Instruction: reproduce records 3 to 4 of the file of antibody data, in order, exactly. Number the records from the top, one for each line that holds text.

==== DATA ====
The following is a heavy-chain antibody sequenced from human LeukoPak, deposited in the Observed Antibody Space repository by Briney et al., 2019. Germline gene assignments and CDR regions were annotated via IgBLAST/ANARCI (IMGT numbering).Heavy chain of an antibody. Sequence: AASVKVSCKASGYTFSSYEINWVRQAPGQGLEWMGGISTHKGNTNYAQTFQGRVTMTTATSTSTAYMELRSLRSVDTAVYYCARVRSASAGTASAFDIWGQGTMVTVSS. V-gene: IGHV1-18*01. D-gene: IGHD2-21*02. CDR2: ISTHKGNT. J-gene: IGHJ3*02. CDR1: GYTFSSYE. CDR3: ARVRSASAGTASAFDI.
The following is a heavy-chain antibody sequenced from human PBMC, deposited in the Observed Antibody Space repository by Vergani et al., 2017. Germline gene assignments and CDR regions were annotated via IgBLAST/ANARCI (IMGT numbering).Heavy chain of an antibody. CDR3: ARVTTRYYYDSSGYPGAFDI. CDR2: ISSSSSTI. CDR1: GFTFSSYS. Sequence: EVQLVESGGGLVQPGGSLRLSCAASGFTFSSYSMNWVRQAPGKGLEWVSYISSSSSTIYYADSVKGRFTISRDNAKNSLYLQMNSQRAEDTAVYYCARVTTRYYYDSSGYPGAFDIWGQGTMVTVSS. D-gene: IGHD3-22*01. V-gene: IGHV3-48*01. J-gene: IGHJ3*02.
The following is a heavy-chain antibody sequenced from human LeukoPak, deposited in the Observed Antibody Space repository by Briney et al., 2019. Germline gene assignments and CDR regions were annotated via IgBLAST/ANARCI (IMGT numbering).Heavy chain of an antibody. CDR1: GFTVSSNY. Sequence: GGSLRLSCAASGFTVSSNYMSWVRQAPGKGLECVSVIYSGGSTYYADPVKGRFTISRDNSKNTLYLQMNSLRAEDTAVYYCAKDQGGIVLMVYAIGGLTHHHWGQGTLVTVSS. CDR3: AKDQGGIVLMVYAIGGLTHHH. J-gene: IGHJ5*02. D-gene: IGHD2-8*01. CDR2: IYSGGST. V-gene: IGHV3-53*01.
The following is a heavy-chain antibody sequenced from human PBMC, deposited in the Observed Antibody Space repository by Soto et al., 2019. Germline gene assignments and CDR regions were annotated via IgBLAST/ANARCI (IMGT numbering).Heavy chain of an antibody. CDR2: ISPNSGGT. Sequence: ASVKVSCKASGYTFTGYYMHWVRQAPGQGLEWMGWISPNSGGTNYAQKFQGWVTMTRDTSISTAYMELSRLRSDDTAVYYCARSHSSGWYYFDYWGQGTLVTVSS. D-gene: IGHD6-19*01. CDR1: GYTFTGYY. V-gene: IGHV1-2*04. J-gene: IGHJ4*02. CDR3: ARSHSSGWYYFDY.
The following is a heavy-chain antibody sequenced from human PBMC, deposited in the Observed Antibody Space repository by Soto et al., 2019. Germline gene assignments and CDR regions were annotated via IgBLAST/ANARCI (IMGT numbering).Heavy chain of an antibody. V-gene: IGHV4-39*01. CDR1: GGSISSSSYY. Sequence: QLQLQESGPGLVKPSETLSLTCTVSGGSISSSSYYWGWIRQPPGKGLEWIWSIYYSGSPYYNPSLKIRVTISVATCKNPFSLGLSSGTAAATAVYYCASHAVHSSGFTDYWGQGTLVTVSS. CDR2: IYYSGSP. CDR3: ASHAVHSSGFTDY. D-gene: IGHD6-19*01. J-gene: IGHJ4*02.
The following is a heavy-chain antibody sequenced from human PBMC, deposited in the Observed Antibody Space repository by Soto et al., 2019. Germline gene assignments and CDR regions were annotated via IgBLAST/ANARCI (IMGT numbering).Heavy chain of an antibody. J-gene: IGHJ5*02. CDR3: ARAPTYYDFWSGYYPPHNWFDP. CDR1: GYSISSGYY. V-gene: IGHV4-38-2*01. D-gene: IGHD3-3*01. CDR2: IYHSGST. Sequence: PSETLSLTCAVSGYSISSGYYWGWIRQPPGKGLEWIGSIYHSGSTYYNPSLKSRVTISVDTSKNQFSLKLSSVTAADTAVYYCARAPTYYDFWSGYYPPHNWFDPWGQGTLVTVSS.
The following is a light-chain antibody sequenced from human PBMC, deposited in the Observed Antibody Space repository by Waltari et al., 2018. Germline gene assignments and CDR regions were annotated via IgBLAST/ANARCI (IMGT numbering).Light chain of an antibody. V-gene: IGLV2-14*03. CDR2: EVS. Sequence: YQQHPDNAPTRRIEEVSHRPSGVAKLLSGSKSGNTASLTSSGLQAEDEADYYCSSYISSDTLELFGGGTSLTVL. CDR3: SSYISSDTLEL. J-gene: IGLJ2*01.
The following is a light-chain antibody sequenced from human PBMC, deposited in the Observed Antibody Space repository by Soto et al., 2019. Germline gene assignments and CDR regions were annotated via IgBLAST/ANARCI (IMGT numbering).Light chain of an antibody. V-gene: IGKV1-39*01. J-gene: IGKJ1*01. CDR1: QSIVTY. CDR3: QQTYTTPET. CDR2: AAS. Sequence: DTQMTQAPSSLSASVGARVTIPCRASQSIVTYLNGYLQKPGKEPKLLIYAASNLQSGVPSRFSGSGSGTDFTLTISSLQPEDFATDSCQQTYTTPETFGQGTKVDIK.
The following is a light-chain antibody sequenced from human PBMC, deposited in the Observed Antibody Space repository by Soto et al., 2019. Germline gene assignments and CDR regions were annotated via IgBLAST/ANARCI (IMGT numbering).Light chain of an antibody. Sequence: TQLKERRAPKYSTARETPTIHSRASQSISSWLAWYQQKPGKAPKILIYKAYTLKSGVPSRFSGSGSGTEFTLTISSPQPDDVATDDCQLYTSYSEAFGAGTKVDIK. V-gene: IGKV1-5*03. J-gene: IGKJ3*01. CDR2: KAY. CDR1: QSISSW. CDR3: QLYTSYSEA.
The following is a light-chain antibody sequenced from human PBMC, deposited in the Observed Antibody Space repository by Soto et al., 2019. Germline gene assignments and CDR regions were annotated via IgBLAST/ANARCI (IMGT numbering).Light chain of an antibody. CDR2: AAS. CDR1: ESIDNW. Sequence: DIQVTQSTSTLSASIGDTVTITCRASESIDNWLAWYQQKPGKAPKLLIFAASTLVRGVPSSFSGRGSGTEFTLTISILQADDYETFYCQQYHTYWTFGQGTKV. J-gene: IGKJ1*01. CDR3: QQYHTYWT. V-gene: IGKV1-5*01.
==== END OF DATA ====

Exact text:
The following is a heavy-chain antibody sequenced from human LeukoPak, deposited in the Observed Antibody Space repository by Briney et al., 2019. Germline gene assignments and CDR regions were annotated via IgBLAST/ANARCI (IMGT numbering).Heavy chain of an antibody. CDR1: GFTVSSNY. Sequence: GGSLRLSCAASGFTVSSNYMSWVRQAPGKGLECVSVIYSGGSTYYADPVKGRFTISRDNSKNTLYLQMNSLRAEDTAVYYCAKDQGGIVLMVYAIGGLTHHHWGQGTLVTVSS. CDR3: AKDQGGIVLMVYAIGGLTHHH. J-gene: IGHJ5*02. D-gene: IGHD2-8*01. CDR2: IYSGGST. V-gene: IGHV3-53*01.
The following is a heavy-chain antibody sequenced from human PBMC, deposited in the Observed Antibody Space repository by Soto et al., 2019. Germline gene assignments and CDR regions were annotated via IgBLAST/ANARCI (IMGT numbering).Heavy chain of an antibody. CDR2: ISPNSGGT. Sequence: ASVKVSCKASGYTFTGYYMHWVRQAPGQGLEWMGWISPNSGGTNYAQKFQGWVTMTRDTSISTAYMELSRLRSDDTAVYYCARSHSSGWYYFDYWGQGTLVTVSS. D-gene: IGHD6-19*01. CDR1: GYTFTGYY. V-gene: IGHV1-2*04. J-gene: IGHJ4*02. CDR3: ARSHSSGWYYFDY.